Fortunately, this is my blog and not yours.

But, honestly, I'm left wondering - to echo Kanye West post-Katrina - whether Baptist Press Cares About Black People.

Perhaps if they did, they would have recognized Fred Shuttlesworth as an American Hero. They would have recognized Shuttlesworth's achievements in their extensive coverage of the CBF General Assembly. Heck, they covered everything from all uses of inclusive language to a pamphlet on homosexuality at the Baptist Peace Fellowship booth. But no Shuttlesworth.

How does a ceremony honoring one of the most famous and influential Baptist ministers go unnoticed by Baptist Press? I'm sure at least the African-American readers of Baptist Press would have appreciated the coverage. Meanwhile, EthicsDaily.com, Johnny Pierce of Baptists Today, and Marv Knox for the Associated Baptist Press covered Shuttlesworth.

Typical. Shameful.

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Friday, June 20, 2008

CBF Keynote Speaker: Jesus is our bridge to Eternal Life

Last year, Lauran Bethell received the Whitsitt Society's Courage Award. This year Bethell was the keynote speaker at the General Assembly of the Cooperative Baptist Fellowship.

If you're not familiar with Bethell, here is her bio:
Lauran Bethell is an American Baptist Churches USA global ministry consultant based in Prague, Czech Republic, where she helps mentor and facilitate ministry among exploited and abused women and children around the world.

In the late 1980s in Thailand, she helped to launch the New Life Center, which ministered among victims of human trafficking. For 14 years, she directed the center, which gave shelter to as many as 200 women and children at a time. The center became internationally recognized, and in 1995, Bethell was honored by the prime minister of Thailand for her efforts with the center. The center now has two locations and continues to aid at-risk children and women, as well as former prostitutes.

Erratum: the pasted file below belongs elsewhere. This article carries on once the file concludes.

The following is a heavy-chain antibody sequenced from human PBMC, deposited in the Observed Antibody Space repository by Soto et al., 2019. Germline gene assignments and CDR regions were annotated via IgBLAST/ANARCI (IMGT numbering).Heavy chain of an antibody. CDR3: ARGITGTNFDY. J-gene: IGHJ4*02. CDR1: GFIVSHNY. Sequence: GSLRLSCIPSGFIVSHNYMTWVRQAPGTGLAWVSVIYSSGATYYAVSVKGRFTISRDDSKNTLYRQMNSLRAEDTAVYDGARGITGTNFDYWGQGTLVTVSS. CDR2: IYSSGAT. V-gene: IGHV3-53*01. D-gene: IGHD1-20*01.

In 2000, Bethell moved to Prague to begin working as a ministry consultant. She has directed two international conferences about ministry with women in prostitution. In 2005, she received the Baptist World Alliance’s Human Rights Award.
And the video of her keynote address:

MEMPHIS, Tenn. – Meeting in Memphis, Tenn., for the first time in its history, the Cooperative Baptist Fellowship focused on the theme of “Embrace the World: Building Bridges” during the 18th annual General Assembly. Randy Hyde, chair of the Assembly steering committee and pastor of Pulaski Heights Baptist Church in Little Rock, Ark., welcomed about 2,000 attendees to the first full day of events June 19.
“There is hope springing from the silt of these Delta lands, and people who call themselves ‘Baptists’ are a vital part of that hope,” Hyde said. “Sharing the gospel means breaking barriers, and here on the banks of this great river we have more than our share ... which is why we have built bridges.”
American Baptist human rights advocate Lauran Bethell, who serves in the Netherlands, talked about bridging gaps in relationships as Jesus did with the Samaritan woman at the well. She challenged the Assembly to not become imprisoned by fear of crossing the bridges of culture, morality and gender.

“There are many Christians and … churches who … suffer from the fear,” she said. “It’s a fear of falling and a fear of failing … [or] a fear of the unknown of the other side.”
Bethell spoke specifically about ministry among prostitution and human trafficking victims, asking Fellowship Baptists to pray for victims, learn more about the problem and cross a bridge.
“This is God’s moment. Let’s cross the bridge of fear … risk … devastation … pain,” she said.

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Thursday, June 19, 2008

CBF General Assembly Pictures and Book Signing

An unfinished thesis kept me from booking a flight to Memphis. I've actually been finished with the thesis for a couple of weeks now but that didn't allow me enough time to get a flight for cheaper than the cost of three-months rent. So, I've been browsing the pictures online of the General Assembly here. Nothing too exciting. But I did enjoy this t-shirt: